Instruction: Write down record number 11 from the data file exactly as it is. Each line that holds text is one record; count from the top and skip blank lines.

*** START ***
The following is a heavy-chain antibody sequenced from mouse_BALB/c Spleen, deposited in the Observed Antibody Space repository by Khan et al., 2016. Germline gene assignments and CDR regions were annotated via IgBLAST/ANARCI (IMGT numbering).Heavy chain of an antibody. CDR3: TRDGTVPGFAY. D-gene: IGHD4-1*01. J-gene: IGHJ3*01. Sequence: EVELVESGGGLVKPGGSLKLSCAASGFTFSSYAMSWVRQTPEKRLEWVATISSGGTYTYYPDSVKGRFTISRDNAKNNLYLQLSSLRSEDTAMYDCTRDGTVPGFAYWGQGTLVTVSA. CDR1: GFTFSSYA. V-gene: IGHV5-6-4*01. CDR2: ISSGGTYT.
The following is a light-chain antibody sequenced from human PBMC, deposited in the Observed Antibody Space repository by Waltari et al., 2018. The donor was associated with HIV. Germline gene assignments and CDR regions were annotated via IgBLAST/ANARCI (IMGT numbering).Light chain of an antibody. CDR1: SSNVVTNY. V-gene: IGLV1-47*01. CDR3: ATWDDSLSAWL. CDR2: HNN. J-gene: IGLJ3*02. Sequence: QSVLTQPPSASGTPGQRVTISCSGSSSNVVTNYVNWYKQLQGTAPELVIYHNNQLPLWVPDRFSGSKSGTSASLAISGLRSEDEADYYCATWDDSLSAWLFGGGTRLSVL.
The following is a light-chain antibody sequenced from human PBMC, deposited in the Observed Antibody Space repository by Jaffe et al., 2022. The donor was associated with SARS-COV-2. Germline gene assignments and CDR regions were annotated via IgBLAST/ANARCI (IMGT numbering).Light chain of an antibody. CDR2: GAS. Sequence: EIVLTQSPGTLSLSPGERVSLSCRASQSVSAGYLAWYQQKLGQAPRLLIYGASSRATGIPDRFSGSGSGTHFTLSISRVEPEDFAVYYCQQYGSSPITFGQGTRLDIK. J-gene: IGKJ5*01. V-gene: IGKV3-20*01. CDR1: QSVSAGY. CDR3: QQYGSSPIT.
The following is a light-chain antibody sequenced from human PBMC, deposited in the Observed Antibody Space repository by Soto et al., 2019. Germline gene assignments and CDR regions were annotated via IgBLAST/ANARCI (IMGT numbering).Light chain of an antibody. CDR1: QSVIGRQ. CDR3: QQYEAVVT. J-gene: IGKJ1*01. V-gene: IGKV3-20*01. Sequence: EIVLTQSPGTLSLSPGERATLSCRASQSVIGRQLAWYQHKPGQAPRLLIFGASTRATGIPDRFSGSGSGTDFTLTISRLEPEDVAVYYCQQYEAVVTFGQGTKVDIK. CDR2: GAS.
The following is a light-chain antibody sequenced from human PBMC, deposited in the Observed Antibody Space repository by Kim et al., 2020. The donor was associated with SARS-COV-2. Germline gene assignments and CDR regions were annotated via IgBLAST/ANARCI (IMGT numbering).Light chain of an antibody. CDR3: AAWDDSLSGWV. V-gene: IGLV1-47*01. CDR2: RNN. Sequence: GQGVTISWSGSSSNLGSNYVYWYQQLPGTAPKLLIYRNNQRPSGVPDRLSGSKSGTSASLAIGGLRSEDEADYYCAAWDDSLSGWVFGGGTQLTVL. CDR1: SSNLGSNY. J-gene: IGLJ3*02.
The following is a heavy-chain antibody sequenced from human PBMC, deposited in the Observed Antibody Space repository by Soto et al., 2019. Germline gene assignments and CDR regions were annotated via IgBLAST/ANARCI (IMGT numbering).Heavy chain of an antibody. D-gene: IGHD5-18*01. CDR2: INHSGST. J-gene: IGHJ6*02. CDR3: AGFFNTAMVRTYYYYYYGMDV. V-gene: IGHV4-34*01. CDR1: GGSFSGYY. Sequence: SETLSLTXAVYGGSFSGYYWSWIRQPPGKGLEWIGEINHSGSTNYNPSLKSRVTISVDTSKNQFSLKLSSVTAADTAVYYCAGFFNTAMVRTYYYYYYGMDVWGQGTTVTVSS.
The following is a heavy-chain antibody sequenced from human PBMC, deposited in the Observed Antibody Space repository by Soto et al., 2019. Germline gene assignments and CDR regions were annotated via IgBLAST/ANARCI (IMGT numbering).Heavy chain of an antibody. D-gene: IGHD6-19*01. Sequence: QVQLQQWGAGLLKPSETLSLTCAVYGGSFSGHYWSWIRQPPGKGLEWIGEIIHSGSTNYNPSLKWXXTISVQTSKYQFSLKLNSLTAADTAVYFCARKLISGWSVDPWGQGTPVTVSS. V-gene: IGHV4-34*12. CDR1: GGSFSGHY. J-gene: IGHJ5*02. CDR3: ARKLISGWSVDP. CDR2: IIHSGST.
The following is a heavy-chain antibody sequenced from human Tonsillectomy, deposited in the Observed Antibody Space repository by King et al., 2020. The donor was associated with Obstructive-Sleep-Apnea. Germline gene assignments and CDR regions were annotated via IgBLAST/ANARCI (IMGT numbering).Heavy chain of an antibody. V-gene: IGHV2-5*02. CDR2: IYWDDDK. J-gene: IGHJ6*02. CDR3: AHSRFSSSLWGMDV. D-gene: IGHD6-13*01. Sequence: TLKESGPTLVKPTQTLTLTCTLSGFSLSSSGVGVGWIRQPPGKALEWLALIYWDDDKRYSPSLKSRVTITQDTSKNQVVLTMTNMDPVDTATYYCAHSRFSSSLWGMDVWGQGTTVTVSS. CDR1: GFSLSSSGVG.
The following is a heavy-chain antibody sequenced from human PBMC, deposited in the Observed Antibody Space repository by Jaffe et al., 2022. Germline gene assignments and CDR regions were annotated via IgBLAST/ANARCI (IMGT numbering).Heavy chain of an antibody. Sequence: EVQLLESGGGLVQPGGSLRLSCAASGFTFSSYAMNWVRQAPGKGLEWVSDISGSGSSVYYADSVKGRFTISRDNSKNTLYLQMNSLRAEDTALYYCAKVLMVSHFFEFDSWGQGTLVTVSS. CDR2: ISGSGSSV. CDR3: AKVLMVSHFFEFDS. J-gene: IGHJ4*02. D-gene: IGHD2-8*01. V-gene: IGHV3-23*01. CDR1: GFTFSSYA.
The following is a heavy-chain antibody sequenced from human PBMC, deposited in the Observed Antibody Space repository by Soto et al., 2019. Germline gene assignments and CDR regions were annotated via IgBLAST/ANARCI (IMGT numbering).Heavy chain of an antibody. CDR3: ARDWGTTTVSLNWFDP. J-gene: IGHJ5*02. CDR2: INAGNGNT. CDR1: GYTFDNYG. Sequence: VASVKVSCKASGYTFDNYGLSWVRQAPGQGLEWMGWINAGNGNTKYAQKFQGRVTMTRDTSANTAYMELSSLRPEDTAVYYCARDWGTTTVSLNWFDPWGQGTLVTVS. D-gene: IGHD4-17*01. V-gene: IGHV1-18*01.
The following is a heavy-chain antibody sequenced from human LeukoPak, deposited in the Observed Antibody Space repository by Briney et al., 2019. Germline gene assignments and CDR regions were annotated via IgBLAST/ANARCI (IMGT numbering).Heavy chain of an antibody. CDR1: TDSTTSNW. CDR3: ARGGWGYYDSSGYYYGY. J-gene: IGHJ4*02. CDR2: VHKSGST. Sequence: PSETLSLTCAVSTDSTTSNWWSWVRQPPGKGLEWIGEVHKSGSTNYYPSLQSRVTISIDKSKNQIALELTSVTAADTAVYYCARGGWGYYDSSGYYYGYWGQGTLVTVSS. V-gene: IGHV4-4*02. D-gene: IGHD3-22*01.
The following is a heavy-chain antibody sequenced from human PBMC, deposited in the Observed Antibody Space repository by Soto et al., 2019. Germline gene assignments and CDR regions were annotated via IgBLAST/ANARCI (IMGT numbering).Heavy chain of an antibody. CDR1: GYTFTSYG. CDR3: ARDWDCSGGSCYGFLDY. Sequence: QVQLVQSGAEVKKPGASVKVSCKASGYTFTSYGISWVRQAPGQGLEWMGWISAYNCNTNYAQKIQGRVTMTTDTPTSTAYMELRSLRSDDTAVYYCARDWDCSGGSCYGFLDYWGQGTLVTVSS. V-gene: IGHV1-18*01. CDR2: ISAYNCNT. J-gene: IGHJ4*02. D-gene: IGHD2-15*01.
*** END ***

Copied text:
The following is a heavy-chain antibody sequenced from human LeukoPak, deposited in the Observed Antibody Space repository by Briney et al., 2019. Germline gene assignments and CDR regions were annotated via IgBLAST/ANARCI (IMGT numbering).Heavy chain of an antibody. CDR1: TDSTTSNW. CDR3: ARGGWGYYDSSGYYYGY. J-gene: IGHJ4*02. CDR2: VHKSGST. Sequence: PSETLSLTCAVSTDSTTSNWWSWVRQPPGKGLEWIGEVHKSGSTNYYPSLQSRVTISIDKSKNQIALELTSVTAADTAVYYCARGGWGYYDSSGYYYGYWGQGTLVTVSS. V-gene: IGHV4-4*02. D-gene: IGHD3-22*01.